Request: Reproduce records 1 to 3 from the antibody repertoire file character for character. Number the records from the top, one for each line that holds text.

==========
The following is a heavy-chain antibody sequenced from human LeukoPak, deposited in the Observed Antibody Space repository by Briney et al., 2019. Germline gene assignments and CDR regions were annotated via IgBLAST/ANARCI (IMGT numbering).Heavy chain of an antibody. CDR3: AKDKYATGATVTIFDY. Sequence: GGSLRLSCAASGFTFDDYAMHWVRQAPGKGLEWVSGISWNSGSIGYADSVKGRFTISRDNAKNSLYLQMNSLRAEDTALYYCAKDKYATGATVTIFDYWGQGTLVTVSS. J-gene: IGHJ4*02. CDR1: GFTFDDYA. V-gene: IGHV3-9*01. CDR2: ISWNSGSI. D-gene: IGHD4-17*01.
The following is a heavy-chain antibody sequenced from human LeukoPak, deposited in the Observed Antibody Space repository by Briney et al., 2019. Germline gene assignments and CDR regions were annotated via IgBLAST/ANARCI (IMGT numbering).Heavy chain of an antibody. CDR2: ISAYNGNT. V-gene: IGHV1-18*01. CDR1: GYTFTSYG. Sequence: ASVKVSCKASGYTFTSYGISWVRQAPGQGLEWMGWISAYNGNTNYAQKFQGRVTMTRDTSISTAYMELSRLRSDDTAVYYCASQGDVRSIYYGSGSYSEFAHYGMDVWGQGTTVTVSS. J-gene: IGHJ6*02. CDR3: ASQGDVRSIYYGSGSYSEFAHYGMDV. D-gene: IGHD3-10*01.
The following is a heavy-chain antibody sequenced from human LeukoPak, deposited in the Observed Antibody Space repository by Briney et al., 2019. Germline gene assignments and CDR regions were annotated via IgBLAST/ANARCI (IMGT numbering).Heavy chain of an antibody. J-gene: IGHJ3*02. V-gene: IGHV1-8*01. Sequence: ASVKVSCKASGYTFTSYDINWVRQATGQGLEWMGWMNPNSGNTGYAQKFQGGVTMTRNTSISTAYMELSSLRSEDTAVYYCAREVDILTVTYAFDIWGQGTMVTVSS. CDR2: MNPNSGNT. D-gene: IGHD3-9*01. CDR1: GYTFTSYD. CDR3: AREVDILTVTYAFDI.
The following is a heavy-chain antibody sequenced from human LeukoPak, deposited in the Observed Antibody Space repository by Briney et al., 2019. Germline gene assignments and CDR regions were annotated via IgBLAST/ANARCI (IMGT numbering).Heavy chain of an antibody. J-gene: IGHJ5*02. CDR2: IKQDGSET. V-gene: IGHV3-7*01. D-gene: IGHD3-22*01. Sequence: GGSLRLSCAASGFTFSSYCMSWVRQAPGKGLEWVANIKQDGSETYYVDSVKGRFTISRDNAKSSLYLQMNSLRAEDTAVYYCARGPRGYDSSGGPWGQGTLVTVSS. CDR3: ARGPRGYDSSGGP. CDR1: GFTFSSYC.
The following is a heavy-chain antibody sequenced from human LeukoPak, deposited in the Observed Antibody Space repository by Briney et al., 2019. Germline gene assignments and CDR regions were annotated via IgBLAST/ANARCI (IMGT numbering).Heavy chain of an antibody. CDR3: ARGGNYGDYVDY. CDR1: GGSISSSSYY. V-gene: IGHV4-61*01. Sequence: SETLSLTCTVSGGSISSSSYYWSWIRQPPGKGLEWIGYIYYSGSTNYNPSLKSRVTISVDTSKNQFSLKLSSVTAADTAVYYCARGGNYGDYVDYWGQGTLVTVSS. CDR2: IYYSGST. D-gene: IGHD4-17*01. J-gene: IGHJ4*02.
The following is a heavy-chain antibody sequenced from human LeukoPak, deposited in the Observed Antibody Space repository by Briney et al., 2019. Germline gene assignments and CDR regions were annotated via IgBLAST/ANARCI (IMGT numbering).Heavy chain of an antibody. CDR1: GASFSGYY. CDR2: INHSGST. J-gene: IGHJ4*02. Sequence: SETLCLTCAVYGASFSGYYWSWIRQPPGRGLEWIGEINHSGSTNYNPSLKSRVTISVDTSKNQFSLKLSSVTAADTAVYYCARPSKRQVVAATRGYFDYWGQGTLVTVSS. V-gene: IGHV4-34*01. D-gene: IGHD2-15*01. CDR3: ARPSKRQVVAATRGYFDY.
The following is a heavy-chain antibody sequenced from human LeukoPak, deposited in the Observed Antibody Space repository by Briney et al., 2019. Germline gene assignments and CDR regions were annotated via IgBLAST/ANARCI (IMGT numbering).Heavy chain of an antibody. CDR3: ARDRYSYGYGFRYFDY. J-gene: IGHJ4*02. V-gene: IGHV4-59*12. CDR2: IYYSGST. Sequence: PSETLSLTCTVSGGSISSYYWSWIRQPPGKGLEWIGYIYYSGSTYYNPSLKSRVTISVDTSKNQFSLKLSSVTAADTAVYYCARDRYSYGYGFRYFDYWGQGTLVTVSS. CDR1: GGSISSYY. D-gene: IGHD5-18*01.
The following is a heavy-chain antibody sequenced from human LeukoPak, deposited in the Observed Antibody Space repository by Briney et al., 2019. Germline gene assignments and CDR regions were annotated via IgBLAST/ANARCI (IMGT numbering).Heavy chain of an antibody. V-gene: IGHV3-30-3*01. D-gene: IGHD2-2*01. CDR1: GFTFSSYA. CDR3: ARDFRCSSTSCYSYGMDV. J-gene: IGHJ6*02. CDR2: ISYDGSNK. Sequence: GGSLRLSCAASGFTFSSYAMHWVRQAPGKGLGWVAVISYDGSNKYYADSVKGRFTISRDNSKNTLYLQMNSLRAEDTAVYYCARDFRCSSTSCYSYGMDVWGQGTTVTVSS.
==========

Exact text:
The following is a heavy-chain antibody sequenced from human LeukoPak, deposited in the Observed Antibody Space repository by Briney et al., 2019. Germline gene assignments and CDR regions were annotated via IgBLAST/ANARCI (IMGT numbering).Heavy chain of an antibody. CDR3: AKDKYATGATVTIFDY. Sequence: GGSLRLSCAASGFTFDDYAMHWVRQAPGKGLEWVSGISWNSGSIGYADSVKGRFTISRDNAKNSLYLQMNSLRAEDTALYYCAKDKYATGATVTIFDYWGQGTLVTVSS. J-gene: IGHJ4*02. CDR1: GFTFDDYA. V-gene: IGHV3-9*01. CDR2: ISWNSGSI. D-gene: IGHD4-17*01.
The following is a heavy-chain antibody sequenced from human LeukoPak, deposited in the Observed Antibody Space repository by Briney et al., 2019. Germline gene assignments and CDR regions were annotated via IgBLAST/ANARCI (IMGT numbering).Heavy chain of an antibody. CDR2: ISAYNGNT. V-gene: IGHV1-18*01. CDR1: GYTFTSYG. Sequence: ASVKVSCKASGYTFTSYGISWVRQAPGQGLEWMGWISAYNGNTNYAQKFQGRVTMTRDTSISTAYMELSRLRSDDTAVYYCASQGDVRSIYYGSGSYSEFAHYGMDVWGQGTTVTVSS. J-gene: IGHJ6*02. CDR3: ASQGDVRSIYYGSGSYSEFAHYGMDV. D-gene: IGHD3-10*01.
The following is a heavy-chain antibody sequenced from human LeukoPak, deposited in the Observed Antibody Space repository by Briney et al., 2019. Germline gene assignments and CDR regions were annotated via IgBLAST/ANARCI (IMGT numbering).Heavy chain of an antibody. J-gene: IGHJ3*02. V-gene: IGHV1-8*01. Sequence: ASVKVSCKASGYTFTSYDINWVRQATGQGLEWMGWMNPNSGNTGYAQKFQGGVTMTRNTSISTAYMELSSLRSEDTAVYYCAREVDILTVTYAFDIWGQGTMVTVSS. CDR2: MNPNSGNT. D-gene: IGHD3-9*01. CDR1: GYTFTSYD. CDR3: AREVDILTVTYAFDI.